By Porter Anderson, Editor-in-Chief | @Porter_Anderson
Michael Sheen: ‘Hugely Culturally Relevant’In a first for the 10-year-old Swansea University International Dylan Thomas Prize, a British poet has been awarded the £30,000 (US$40,589) honor.
The Zambian-British poet Kayo Chingonyi’s Kumukanda—a debut collection of poetry exploring black masculinity and rights of passage for young black men in the UK today—is being praised for “revealing content which is both personal and immensely relevant to the social dilemmas of Britain today.”
The prize was given to Chingonyi on Thursday evening (May 10) at Swansea University in Wales by Dylan Thomas’ granddaughter Hannah Ellis and by BAFTA-winning actor Michael Sheen, a fellow with the university and known for his work in Masters of Sex, Frost/Nixon, The Queen, and Midnight in Paris.
Sheen, in his comments, called Kumukanda, “a stunning and hugely culturally relevant collection of poems that keenly explore black culture, masculinity, and identity in Britain today.”
Kumukanda is published by Chatto & Windus, an imprint of Penguin Books UK.
The Dylan Thomas Prize annually recognizes a literary work published in the English language by an author 39 or younger, in honor of the prize’s namesake, Welsh writer Dylan Thomas, who died at age 39, in 1953.
It’s one of the few major prizes that can go to a novel, drama, short stories, or poetry. The award ceremony coincides with International Dylan Thomas Day on Monday (May 14). Later in the month, Chingonyi will appear at the Hay Festival to discuss his work with the jury chair, Dai Smith.
In describing the work, Smith is quoted, saying, “Kayo Chingonyi has an original and distinctive voice and this collection, mature and moving, shows a young poet mastering form in various ways to reveal content which is both personal and immensely relevant to the social dilemmas of Britain today.”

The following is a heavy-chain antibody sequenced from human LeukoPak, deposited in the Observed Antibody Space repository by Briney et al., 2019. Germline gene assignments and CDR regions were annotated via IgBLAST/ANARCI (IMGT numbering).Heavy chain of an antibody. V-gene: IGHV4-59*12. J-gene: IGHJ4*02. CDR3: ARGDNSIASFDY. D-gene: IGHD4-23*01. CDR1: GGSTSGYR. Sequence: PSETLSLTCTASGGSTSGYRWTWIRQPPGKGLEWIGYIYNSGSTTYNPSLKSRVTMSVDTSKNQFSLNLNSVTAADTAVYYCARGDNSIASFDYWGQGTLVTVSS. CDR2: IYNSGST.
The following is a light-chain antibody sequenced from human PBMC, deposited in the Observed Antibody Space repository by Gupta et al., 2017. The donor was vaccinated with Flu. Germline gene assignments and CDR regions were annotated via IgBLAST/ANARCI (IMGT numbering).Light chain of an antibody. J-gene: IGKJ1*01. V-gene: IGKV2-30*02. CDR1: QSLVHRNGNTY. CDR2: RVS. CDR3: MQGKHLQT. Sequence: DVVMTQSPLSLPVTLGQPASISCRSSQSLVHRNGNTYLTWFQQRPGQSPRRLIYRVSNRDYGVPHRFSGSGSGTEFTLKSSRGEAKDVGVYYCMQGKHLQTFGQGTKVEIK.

Smith’s fellow jurors this year included the Jaipur Literature Festival’s Namita Gokhale; Rachel Trezise, a former Thomas Prize winner; the translator Kurt Heinzelman; and the London Short Story Festival’s Paul McVeigh.
And the 31-year-old Chingonyi, in accepting the prize, seems to have been deeply moved, particularly with the connection of the award with Dylan Thomas’ work.
“I’m staggered,” he said. “It’s wonderful to receive an award in the name of Dylan Thomas, whose work was introduced to me by a really inspirational teacher by the name of Rachel Baroni, who introduced me to Under Milk Wood, and I’ve been fascinated by his work since then. I want to take a moment to thank my teachers [who] gave me the confidence to continue writing the poems I was writing just for myself.
“It’s through the kind of inspiration of those people in my life that I continue to write and follow it through, and now poetry is the center of my life, and there’s no sense in which writing couldn’t be a part of life. I’m very grateful.”
Chingonyi was born in Zambia in 1987 and moved to the UK at age 6. In addition to Kumukanda, he has written two pamphlets, and is a fellow of the Complete Works program for diversity and equality in British poetry. He was associate poet at the Institute of Contemporary Arts in 2015 and won a Geoffrey Dearmer Prize in 2012.
The six-title shortlist from which Chingonyi’s poetry collection was chosen included:
- Charmen Maria Machado (USA), Her Body and Other Parties (Serpent’s Tail / Graywolf Press)
- Gwendoline Riley (UK), First Love (Granta)
- Sally Rooney (Ireland), Conversations With Friends (Faber)
- Emily Ruskovich (USA), Idaho (Vintage / Chatto & Windus)
- Gabriel Tallent (USA), My Absolute Darling (4th Estate / Riverhead Books)
And previous winners of the Swansea University International Dylan Thomas Prize include Max Porter’s Grief Is the Thing With Feathers (2016); Joshua Ferris’ To Rise Again at a Decent Hour (2014); and The High Places by Fiona McFarlane (2017).